[Audio]Book Review: Brene Brown || The Power of Vulnerability
I'm late to the Brene Brown party. People I love and respect have been talking about her wisdom and innovative take on how we move through the world for a few years now, but that somehow didn't translate to me picking up one of her books and actually reading it. Who knows why we have inner resistance or what makes us say yes or no in a moment, but with no warning, when cashing in an Audible credit, I remembered Brene Brown and The Power of Vulnerability and just grabbed it. But I still didn't listen. It sat in my book list for another few months, until vulnerability and I were ready to dance.
Listening to an author read their book is always an intimate and powerful experience. This isn't so much a book, as it's a series of lectures on vulnerability and wholeheartedness, based on Brown's research over a dozen years. Brene Brown has a completely compelling voice and Texan accent, which is very listenable but it is the content that packs a power punch beneath that gentle drawl. I've heard talk of vulnerability being the new leadership catch phrase, the backbone of innovation, but had never heard the reasons for it being articulated, against evidence based research.
As Brene describes it, qualitative research are stories with data, but in a world where so much of what is passed as self help is a form of magical thinking, this work is truly magical in being able to map the patterns of what creates success or happiness, and the individual traits that are markers of that. It is the mark of the academic to define for consistency, and Brown took on some pretty significant sacred cows in defining terms like what love is, as well as vulnerability, authenticity, wholeheartedness, shame, blame and guilt. The gravitas of this is that while these are often seen as nebulous and soft concepts, her work has proven that they are so entirely fundamental to the human condition, and yet had been missing from the research pantheon.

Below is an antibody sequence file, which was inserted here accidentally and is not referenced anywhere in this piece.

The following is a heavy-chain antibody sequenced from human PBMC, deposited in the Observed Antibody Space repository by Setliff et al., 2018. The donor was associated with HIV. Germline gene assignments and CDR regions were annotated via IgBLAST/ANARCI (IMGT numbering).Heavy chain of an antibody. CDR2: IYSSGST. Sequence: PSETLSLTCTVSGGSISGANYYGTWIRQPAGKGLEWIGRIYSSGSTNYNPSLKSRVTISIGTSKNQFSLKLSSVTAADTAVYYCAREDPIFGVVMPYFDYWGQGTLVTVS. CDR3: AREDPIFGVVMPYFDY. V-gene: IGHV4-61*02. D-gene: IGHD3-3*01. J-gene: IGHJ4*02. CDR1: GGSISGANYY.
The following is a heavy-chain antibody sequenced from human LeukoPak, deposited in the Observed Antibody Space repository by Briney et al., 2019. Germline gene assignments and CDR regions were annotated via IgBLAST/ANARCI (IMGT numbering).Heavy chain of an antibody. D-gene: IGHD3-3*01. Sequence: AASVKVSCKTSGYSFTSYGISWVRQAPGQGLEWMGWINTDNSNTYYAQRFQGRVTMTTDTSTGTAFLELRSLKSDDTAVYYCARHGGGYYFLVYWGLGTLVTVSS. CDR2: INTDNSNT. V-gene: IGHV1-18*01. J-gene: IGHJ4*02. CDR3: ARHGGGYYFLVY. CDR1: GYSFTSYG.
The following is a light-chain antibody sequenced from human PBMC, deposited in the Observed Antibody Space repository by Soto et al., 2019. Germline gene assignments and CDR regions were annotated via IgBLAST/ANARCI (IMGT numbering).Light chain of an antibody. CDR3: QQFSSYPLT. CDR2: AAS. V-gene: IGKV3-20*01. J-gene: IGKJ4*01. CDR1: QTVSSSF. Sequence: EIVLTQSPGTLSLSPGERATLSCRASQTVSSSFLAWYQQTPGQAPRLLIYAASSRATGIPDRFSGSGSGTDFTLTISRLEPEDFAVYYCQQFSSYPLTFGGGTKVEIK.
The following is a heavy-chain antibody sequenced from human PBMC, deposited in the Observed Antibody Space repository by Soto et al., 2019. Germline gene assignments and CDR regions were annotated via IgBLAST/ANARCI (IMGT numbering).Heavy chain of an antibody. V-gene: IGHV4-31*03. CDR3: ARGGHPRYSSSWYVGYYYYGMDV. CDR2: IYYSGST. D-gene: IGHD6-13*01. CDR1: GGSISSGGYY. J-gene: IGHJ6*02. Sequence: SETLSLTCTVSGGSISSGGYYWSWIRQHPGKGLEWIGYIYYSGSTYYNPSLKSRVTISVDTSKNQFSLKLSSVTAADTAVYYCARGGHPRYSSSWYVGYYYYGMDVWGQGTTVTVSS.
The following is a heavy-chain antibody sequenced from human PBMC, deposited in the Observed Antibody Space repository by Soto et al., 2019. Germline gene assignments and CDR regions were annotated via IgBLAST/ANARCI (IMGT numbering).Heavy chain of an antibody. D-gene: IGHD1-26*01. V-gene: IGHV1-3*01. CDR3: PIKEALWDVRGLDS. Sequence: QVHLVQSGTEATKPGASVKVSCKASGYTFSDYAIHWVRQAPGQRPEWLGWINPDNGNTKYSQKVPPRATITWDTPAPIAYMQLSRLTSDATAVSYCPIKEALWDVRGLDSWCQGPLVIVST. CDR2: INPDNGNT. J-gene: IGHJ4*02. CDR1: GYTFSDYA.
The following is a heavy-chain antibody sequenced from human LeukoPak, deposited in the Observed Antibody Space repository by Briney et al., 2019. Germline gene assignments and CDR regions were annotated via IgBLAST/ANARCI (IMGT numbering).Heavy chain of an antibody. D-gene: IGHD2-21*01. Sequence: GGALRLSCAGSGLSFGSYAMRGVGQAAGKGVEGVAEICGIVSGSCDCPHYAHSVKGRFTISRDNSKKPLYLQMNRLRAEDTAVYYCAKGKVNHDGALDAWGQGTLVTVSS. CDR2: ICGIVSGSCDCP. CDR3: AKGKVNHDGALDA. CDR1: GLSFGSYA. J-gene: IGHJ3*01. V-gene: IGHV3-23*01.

What makes The Power of Vulnerability so listenable, aside from Brene Brown being side splittingly funny and able to deliver her truths with deep pathos that underscrore her points, is the she is a clear advocate for the lived experience of being vulnerable, of being acutely aware of her own gaps and blind spots, and how that impacts her work. She models the life we can also choose, and then can quantify the benefits if we do so. It was interesting to hear the number of anecdotes she told of being silenced in her work on shame, that people wanted to hear of things that are 'light and breezy', positive stories of uplift.
This is at the heart of what creates so much suffering in our societies, we are so terrified of the negative or dark binary that I think on some level we think to even hear it spoken of we will be sucked into its vortex, without realising we are already there. The shame and guilt research and results for me was a complete revelation, along with the absolute correlations between shame and addiction. Likewise, the power of guilt to make behavioral change was so interesting, and seeing it as a productive state rather than the personalising corrosion of shame was fascinating.
One of the most enjoyable audiobook experiences i've had for a while, and of course came at a time when I was ready to hear and apply her words. Brene Brown is undoubtedly doing some of the most important research work of our time into how to create personal and community capability through vulnerability, and were we to collectively apply her concepts, much repair and joy would be restored.